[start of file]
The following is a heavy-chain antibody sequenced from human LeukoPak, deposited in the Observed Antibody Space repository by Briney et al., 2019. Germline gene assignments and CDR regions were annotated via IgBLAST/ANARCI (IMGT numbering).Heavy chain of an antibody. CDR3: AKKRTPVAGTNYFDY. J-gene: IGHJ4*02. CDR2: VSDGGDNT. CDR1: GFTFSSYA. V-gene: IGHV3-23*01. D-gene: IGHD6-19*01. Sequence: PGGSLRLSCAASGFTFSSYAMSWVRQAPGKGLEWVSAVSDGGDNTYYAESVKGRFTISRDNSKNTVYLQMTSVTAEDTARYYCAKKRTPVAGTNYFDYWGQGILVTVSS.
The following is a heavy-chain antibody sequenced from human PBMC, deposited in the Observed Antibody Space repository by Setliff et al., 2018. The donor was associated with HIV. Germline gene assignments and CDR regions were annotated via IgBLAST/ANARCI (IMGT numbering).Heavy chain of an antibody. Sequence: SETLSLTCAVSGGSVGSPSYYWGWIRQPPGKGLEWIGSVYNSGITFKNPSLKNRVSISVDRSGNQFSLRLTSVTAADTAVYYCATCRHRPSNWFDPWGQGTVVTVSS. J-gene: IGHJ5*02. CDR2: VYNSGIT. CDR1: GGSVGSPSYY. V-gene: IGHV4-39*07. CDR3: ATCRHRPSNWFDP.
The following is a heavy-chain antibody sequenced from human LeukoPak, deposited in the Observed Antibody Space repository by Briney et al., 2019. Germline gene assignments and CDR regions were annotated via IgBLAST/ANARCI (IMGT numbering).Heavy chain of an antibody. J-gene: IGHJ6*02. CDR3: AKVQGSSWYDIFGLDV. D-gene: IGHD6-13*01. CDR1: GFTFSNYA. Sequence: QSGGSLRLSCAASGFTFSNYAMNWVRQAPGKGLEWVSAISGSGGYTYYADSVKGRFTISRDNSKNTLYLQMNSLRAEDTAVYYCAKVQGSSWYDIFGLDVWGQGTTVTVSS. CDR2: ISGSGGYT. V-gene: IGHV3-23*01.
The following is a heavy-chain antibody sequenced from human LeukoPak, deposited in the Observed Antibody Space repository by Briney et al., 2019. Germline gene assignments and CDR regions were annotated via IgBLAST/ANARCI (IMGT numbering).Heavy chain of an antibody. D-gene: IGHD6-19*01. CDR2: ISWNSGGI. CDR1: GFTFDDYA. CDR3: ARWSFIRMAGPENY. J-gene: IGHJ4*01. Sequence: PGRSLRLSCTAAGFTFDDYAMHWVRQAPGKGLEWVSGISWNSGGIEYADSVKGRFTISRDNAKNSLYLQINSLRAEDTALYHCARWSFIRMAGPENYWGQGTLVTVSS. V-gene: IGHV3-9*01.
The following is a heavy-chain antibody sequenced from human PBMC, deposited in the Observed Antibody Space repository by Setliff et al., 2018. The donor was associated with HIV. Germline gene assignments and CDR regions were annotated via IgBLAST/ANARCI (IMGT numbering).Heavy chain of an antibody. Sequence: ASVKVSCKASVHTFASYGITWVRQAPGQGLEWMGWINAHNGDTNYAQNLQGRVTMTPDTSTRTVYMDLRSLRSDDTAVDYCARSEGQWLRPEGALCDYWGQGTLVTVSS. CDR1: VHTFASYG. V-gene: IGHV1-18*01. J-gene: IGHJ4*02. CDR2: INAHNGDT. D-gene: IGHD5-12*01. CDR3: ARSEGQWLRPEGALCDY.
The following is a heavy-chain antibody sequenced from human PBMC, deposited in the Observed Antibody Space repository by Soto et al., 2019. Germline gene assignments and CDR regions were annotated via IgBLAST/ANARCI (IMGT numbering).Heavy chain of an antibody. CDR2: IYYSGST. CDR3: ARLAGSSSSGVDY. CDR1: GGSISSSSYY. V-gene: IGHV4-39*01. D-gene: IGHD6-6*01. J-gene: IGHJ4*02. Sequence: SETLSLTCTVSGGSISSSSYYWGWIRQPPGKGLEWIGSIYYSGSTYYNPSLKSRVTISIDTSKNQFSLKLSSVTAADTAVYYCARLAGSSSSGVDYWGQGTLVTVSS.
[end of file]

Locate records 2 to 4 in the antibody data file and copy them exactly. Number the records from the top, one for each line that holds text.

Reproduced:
The following is a heavy-chain antibody sequenced from human PBMC, deposited in the Observed Antibody Space repository by Setliff et al., 2018. The donor was associated with HIV. Germline gene assignments and CDR regions were annotated via IgBLAST/ANARCI (IMGT numbering).Heavy chain of an antibody. Sequence: SETLSLTCAVSGGSVGSPSYYWGWIRQPPGKGLEWIGSVYNSGITFKNPSLKNRVSISVDRSGNQFSLRLTSVTAADTAVYYCATCRHRPSNWFDPWGQGTVVTVSS. J-gene: IGHJ5*02. CDR2: VYNSGIT. CDR1: GGSVGSPSYY. V-gene: IGHV4-39*07. CDR3: ATCRHRPSNWFDP.
The following is a heavy-chain antibody sequenced from human LeukoPak, deposited in the Observed Antibody Space repository by Briney et al., 2019. Germline gene assignments and CDR regions were annotated via IgBLAST/ANARCI (IMGT numbering).Heavy chain of an antibody. J-gene: IGHJ6*02. CDR3: AKVQGSSWYDIFGLDV. D-gene: IGHD6-13*01. CDR1: GFTFSNYA. Sequence: QSGGSLRLSCAASGFTFSNYAMNWVRQAPGKGLEWVSAISGSGGYTYYADSVKGRFTISRDNSKNTLYLQMNSLRAEDTAVYYCAKVQGSSWYDIFGLDVWGQGTTVTVSS. CDR2: ISGSGGYT. V-gene: IGHV3-23*01.
The following is a heavy-chain antibody sequenced from human LeukoPak, deposited in the Observed Antibody Space repository by Briney et al., 2019. Germline gene assignments and CDR regions were annotated via IgBLAST/ANARCI (IMGT numbering).Heavy chain of an antibody. D-gene: IGHD6-19*01. CDR2: ISWNSGGI. CDR1: GFTFDDYA. CDR3: ARWSFIRMAGPENY. J-gene: IGHJ4*01. Sequence: PGRSLRLSCTAAGFTFDDYAMHWVRQAPGKGLEWVSGISWNSGGIEYADSVKGRFTISRDNAKNSLYLQINSLRAEDTALYHCARWSFIRMAGPENYWGQGTLVTVSS. V-gene: IGHV3-9*01.